Fixing oral health in aged care

Dental Health Week (1-7 August), the Australian Dental Association’s annual nationwide oral health campaign, is just around the corner.

 

It’s a good time to look at the long overdue changes needed to improve oral healthcare for older Australians in aged care facilities.

 

ADA President Dr Mark Hutton

 

With a new government in Canberra since June, the Australian Dental Association (ADA) is quietly confident that the shocking oral neglect of older Australians in aged care may now stand a chance of getting resolved.

 

The peak dental body, which represents the nation’s 17,000 dentists, has seen some terrible oral neglect of our oldest citizens – so it came as no surprise that the Royal Commission into Aged Care Quality and Safety nominated  ‘insufficient attention to oral health, leading to widespread malnutrition, excruciating dental and other pain, and secondary conditions’  amongst the raft of glaring issues brought to its attention.

 

The inquiry put into sharp focus the urgent need to address how we tackle the health needs of our senior citizens, whether independent or no longer living at home.

 

This is only going to get more pressing with Aussies living longer. Between now and 2050 the number of  Australians aged 65 to 84 years is expected to more than double, while the number of Australians aged 85 years and over is expected to more than quadruple to 1.8 million by 2050.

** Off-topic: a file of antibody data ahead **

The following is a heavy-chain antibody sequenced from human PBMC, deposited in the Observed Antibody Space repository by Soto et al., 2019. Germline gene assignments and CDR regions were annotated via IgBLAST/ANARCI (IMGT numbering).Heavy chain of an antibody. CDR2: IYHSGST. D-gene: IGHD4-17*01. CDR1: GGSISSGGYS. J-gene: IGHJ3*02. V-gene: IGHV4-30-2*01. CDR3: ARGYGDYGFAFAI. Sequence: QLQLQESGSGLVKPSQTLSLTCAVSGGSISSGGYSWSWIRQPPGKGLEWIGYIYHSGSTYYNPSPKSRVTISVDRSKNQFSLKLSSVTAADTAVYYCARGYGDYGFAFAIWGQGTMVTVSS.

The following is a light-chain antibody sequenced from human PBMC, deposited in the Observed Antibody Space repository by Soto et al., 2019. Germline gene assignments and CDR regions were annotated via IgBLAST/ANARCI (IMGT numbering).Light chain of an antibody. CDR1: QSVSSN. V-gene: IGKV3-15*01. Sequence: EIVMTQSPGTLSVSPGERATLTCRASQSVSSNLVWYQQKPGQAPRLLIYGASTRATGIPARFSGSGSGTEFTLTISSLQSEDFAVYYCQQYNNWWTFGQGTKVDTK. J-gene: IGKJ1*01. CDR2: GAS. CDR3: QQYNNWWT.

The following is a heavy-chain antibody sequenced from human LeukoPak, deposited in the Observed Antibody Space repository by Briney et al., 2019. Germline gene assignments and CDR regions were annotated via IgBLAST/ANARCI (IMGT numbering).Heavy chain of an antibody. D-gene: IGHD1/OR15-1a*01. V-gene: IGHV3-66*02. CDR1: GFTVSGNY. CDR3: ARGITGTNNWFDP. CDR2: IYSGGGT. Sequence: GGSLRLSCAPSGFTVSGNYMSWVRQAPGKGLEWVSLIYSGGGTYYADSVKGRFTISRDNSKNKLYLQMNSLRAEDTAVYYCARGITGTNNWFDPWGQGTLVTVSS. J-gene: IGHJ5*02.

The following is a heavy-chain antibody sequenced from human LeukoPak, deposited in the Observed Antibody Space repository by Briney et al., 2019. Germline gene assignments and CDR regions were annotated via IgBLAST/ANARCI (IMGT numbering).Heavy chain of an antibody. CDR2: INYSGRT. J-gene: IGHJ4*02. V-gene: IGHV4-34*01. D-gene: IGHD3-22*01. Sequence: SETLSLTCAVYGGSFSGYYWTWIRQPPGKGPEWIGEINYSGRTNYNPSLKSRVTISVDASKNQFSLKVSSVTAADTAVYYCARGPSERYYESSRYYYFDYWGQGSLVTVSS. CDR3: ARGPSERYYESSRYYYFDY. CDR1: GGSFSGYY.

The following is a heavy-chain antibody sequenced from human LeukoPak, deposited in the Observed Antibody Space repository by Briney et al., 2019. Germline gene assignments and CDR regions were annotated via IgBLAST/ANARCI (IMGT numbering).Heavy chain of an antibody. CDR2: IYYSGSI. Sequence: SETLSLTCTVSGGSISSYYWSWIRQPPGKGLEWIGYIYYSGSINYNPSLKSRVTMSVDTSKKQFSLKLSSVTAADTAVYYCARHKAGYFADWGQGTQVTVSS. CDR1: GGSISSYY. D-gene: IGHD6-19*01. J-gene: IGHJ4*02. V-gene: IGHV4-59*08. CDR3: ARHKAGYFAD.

With it comes challenges for healthcare service delivery - as people age, they have poorer mobility and more complicated multifactorial medical issues requiring more complex care.

 

What does that mean for mouths? It means more people have their natural teeth for longer, and many have had complex and sophisticated restorations to keep those teeth, as well as a much higher risk of degenerative problems like decay and fracture.

 

Almost non-existent provision of oral care for those in aged care coupled with long waiting lists in the public dental system and poor value for money for private health insurance cover for dental work means that you have a perfect storm for rotten dental health for this rapidly expanding cohort.

 

The ADA made several recommendations to the Aged Care inquiry and central to this is the need to tackle the oral healthcare of seniors not only within aged care, but in the years before they enter the system. Yet the health assessments done by GPs for the over 75s don’t currently include oral health.